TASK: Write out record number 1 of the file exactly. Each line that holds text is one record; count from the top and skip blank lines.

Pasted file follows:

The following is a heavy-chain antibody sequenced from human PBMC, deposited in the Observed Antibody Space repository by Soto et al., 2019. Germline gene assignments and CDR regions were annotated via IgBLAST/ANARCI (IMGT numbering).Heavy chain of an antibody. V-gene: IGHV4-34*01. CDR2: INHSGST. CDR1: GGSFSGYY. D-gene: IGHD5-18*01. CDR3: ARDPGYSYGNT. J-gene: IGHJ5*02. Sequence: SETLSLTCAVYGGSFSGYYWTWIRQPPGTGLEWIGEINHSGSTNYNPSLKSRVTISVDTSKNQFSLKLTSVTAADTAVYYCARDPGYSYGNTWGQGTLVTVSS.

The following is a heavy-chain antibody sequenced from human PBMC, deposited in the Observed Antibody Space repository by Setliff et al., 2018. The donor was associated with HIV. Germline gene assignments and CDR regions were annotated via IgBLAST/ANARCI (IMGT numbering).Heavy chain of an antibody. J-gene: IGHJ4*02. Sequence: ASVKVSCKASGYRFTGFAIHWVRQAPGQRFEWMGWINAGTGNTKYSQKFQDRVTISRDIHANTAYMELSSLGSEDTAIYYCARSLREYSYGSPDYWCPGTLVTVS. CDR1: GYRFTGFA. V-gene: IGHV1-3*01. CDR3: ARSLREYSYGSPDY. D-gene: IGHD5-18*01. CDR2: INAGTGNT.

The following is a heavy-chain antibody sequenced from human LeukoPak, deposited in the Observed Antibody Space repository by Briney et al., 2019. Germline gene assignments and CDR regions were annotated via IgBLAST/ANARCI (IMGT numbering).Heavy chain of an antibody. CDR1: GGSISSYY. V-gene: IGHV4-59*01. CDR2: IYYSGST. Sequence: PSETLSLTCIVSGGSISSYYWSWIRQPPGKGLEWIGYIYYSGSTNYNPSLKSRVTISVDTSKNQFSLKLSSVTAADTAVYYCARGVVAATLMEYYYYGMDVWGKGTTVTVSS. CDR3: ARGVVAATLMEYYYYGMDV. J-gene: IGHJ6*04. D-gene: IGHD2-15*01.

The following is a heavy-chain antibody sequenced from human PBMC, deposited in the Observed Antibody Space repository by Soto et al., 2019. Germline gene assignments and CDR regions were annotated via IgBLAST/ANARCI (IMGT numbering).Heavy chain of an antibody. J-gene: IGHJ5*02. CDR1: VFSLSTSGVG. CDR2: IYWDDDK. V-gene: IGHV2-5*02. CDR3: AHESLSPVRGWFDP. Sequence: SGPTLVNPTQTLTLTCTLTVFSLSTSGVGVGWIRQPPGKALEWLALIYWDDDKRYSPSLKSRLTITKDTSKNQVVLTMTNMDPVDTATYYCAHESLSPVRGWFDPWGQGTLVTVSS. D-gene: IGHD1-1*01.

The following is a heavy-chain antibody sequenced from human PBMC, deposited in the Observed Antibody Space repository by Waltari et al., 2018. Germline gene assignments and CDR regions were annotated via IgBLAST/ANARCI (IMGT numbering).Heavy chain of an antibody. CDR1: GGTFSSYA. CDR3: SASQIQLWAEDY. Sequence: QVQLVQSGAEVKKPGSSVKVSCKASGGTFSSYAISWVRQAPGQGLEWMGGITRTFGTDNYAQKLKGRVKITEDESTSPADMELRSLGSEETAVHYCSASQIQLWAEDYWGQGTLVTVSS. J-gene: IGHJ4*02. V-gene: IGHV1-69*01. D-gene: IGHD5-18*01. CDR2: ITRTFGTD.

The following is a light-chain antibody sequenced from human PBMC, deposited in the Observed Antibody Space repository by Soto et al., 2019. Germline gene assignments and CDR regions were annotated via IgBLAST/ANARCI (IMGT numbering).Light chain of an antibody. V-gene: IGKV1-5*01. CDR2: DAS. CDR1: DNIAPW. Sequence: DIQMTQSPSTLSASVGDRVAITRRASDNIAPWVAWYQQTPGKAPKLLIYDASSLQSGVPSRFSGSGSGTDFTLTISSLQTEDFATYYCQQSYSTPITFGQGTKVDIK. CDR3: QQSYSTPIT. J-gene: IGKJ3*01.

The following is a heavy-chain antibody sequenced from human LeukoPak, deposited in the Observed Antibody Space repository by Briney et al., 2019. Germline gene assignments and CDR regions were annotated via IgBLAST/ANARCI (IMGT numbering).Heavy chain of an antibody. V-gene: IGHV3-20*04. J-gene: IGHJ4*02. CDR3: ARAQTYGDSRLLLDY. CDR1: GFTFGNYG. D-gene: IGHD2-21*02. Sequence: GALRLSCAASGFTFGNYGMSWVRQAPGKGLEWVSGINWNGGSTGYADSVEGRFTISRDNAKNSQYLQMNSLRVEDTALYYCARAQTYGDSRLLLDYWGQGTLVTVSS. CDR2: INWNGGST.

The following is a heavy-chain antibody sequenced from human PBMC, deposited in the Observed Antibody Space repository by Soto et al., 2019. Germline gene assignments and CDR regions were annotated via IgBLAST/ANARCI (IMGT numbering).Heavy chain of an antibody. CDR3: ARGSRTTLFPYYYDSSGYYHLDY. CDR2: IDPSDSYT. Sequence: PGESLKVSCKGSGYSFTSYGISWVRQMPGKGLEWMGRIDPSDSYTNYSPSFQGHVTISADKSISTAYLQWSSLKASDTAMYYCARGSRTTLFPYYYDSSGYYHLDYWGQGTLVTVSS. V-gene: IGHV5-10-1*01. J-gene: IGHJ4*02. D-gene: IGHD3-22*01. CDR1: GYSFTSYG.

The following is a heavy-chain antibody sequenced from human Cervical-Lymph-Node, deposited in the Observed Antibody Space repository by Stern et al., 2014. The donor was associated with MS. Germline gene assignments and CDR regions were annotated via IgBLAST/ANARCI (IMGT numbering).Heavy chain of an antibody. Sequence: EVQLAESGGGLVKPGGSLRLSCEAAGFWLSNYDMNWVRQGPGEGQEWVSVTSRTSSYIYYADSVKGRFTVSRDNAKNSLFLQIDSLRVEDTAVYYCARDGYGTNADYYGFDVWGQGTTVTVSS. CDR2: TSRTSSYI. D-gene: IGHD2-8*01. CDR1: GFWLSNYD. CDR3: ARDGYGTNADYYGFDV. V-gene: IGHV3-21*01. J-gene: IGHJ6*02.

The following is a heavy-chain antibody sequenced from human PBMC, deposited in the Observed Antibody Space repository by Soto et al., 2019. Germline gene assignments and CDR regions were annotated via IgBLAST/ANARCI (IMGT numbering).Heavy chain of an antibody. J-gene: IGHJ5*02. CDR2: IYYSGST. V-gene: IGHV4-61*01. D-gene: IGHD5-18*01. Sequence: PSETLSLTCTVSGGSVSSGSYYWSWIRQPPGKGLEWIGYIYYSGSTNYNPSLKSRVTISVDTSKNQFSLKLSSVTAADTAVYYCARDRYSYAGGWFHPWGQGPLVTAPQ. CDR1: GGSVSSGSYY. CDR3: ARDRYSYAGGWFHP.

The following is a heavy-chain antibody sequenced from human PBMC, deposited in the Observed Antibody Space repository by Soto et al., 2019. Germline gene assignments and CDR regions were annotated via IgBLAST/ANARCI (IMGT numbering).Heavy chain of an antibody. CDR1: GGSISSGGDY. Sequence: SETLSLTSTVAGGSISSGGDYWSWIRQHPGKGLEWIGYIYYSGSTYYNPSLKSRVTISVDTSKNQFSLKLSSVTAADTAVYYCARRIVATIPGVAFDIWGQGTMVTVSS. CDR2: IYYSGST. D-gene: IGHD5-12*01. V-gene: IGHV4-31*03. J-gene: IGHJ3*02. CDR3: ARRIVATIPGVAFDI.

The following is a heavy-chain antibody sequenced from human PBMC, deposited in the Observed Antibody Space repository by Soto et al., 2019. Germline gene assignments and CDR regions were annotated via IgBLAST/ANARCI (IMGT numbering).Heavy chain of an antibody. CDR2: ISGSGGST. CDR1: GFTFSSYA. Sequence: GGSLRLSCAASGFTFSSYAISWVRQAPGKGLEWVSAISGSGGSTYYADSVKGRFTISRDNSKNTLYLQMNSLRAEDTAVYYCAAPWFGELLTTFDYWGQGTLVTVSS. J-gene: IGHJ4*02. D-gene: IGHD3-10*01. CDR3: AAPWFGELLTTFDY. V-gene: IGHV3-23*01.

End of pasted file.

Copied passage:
The following is a heavy-chain antibody sequenced from human PBMC, deposited in the Observed Antibody Space repository by Soto et al., 2019. Germline gene assignments and CDR regions were annotated via IgBLAST/ANARCI (IMGT numbering).Heavy chain of an antibody. V-gene: IGHV4-34*01. CDR2: INHSGST. CDR1: GGSFSGYY. D-gene: IGHD5-18*01. CDR3: ARDPGYSYGNT. J-gene: IGHJ5*02. Sequence: SETLSLTCAVYGGSFSGYYWTWIRQPPGTGLEWIGEINHSGSTNYNPSLKSRVTISVDTSKNQFSLKLTSVTAADTAVYYCARDPGYSYGNTWGQGTLVTVSS.